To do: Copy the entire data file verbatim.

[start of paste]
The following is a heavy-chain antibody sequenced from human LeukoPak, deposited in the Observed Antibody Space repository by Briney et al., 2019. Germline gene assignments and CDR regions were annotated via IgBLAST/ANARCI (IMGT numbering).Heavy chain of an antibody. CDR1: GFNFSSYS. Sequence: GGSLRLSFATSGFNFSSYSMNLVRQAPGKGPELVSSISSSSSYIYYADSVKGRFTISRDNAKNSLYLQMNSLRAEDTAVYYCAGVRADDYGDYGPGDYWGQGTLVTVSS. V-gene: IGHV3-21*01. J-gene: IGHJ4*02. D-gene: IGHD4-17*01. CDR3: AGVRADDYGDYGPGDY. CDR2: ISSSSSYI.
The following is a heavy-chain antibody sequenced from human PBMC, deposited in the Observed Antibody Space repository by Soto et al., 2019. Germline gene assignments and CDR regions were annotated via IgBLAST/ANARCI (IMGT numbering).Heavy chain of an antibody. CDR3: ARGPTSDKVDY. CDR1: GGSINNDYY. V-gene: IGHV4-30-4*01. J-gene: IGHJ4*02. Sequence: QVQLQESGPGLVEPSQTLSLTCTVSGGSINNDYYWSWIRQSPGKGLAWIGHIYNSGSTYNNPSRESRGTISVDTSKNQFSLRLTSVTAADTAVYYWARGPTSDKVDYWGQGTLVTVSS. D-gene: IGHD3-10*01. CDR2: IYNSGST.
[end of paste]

The following is a heavy-chain antibody sequenced from human LeukoPak, deposited in the Observed Antibody Space repository by Briney et al., 2019. Germline gene assignments and CDR regions were annotated via IgBLAST/ANARCI (IMGT numbering).Heavy chain of an antibody. CDR1: GFNFSSYS. Sequence: GGSLRLSFATSGFNFSSYSMNLVRQAPGKGPELVSSISSSSSYIYYADSVKGRFTISRDNAKNSLYLQMNSLRAEDTAVYYCAGVRADDYGDYGPGDYWGQGTLVTVSS. V-gene: IGHV3-21*01. J-gene: IGHJ4*02. D-gene: IGHD4-17*01. CDR3: AGVRADDYGDYGPGDY. CDR2: ISSSSSYI.
The following is a heavy-chain antibody sequenced from human PBMC, deposited in the Observed Antibody Space repository by Soto et al., 2019. Germline gene assignments and CDR regions were annotated via IgBLAST/ANARCI (IMGT numbering).Heavy chain of an antibody. CDR3: ARGPTSDKVDY. CDR1: GGSINNDYY. V-gene: IGHV4-30-4*01. J-gene: IGHJ4*02. Sequence: QVQLQESGPGLVEPSQTLSLTCTVSGGSINNDYYWSWIRQSPGKGLAWIGHIYNSGSTYNNPSRESRGTISVDTSKNQFSLRLTSVTAADTAVYYWARGPTSDKVDYWGQGTLVTVSS. D-gene: IGHD3-10*01. CDR2: IYNSGST.